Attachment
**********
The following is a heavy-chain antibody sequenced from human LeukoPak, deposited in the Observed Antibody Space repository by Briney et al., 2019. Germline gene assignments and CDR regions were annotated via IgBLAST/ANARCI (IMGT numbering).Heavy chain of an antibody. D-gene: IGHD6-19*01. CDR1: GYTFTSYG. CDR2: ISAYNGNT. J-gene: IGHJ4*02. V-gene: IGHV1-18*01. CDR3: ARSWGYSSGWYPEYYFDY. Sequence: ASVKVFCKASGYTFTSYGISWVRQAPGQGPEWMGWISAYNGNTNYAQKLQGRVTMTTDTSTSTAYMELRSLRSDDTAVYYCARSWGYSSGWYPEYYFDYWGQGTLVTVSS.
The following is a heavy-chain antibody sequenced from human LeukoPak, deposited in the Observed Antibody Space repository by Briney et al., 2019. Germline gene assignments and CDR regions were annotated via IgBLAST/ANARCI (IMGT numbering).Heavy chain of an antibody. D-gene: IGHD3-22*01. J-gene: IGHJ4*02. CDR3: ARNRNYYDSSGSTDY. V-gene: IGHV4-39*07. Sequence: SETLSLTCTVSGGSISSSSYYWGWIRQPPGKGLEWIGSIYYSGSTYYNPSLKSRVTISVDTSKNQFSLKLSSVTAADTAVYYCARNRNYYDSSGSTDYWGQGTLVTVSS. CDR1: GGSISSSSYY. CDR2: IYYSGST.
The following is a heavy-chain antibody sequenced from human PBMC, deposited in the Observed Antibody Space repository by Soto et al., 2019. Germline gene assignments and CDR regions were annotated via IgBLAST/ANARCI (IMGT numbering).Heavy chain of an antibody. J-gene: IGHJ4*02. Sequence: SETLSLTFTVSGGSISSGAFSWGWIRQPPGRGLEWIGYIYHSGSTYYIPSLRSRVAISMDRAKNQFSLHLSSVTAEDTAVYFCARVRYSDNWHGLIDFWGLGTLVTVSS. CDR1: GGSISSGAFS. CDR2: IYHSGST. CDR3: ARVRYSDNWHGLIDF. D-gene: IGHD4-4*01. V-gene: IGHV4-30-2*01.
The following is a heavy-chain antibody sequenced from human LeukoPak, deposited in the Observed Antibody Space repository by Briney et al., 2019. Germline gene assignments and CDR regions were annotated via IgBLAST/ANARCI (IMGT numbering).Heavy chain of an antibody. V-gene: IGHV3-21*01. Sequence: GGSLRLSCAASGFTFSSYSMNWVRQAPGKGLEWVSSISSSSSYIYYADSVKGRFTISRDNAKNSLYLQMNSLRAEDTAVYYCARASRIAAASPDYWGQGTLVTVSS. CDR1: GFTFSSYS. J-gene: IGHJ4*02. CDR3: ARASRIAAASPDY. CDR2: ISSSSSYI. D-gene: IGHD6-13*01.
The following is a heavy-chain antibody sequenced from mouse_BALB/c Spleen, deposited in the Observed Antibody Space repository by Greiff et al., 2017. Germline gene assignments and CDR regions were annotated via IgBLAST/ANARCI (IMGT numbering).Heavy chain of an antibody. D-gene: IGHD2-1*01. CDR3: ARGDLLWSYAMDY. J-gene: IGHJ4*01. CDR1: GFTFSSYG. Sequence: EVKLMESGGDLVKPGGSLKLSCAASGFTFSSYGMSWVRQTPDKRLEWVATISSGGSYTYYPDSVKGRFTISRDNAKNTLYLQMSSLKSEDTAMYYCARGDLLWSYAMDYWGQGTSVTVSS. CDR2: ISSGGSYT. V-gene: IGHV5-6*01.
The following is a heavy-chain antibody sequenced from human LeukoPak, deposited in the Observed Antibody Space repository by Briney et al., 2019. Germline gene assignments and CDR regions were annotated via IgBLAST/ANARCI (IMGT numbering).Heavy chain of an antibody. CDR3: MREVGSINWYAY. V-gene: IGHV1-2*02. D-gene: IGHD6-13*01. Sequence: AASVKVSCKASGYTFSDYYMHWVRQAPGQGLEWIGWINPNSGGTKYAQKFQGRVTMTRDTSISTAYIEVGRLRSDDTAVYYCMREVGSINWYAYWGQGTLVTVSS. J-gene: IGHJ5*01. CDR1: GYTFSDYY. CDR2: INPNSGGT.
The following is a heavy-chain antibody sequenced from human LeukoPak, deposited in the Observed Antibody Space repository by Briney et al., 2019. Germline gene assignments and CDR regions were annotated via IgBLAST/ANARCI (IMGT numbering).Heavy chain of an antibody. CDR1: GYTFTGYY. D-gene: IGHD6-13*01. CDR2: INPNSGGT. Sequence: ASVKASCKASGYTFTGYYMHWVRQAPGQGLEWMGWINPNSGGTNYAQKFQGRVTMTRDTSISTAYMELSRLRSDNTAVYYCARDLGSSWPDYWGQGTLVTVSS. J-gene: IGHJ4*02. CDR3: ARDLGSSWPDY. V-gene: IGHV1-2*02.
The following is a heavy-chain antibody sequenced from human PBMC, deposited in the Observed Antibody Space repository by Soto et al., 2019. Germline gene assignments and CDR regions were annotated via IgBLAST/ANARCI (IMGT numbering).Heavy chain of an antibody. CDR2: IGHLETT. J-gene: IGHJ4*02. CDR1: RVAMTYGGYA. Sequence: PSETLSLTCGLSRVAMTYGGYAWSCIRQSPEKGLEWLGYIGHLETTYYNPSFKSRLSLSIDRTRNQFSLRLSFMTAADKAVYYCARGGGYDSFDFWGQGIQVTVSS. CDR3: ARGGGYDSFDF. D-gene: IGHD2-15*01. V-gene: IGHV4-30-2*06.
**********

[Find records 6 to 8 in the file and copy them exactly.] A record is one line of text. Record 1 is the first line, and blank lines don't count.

The following is a heavy-chain antibody sequenced from human LeukoPak, deposited in the Observed Antibody Space repository by Briney et al., 2019. Germline gene assignments and CDR regions were annotated via IgBLAST/ANARCI (IMGT numbering).Heavy chain of an antibody. CDR3: MREVGSINWYAY. V-gene: IGHV1-2*02. D-gene: IGHD6-13*01. Sequence: AASVKVSCKASGYTFSDYYMHWVRQAPGQGLEWIGWINPNSGGTKYAQKFQGRVTMTRDTSISTAYIEVGRLRSDDTAVYYCMREVGSINWYAYWGQGTLVTVSS. J-gene: IGHJ5*01. CDR1: GYTFSDYY. CDR2: INPNSGGT.
The following is a heavy-chain antibody sequenced from human LeukoPak, deposited in the Observed Antibody Space repository by Briney et al., 2019. Germline gene assignments and CDR regions were annotated via IgBLAST/ANARCI (IMGT numbering).Heavy chain of an antibody. CDR1: GYTFTGYY. D-gene: IGHD6-13*01. CDR2: INPNSGGT. Sequence: ASVKASCKASGYTFTGYYMHWVRQAPGQGLEWMGWINPNSGGTNYAQKFQGRVTMTRDTSISTAYMELSRLRSDNTAVYYCARDLGSSWPDYWGQGTLVTVSS. J-gene: IGHJ4*02. CDR3: ARDLGSSWPDY. V-gene: IGHV1-2*02.
The following is a heavy-chain antibody sequenced from human PBMC, deposited in the Observed Antibody Space repository by Soto et al., 2019. Germline gene assignments and CDR regions were annotated via IgBLAST/ANARCI (IMGT numbering).Heavy chain of an antibody. CDR2: IGHLETT. J-gene: IGHJ4*02. CDR1: RVAMTYGGYA. Sequence: PSETLSLTCGLSRVAMTYGGYAWSCIRQSPEKGLEWLGYIGHLETTYYNPSFKSRLSLSIDRTRNQFSLRLSFMTAADKAVYYCARGGGYDSFDFWGQGIQVTVSS. CDR3: ARGGGYDSFDF. D-gene: IGHD2-15*01. V-gene: IGHV4-30-2*06.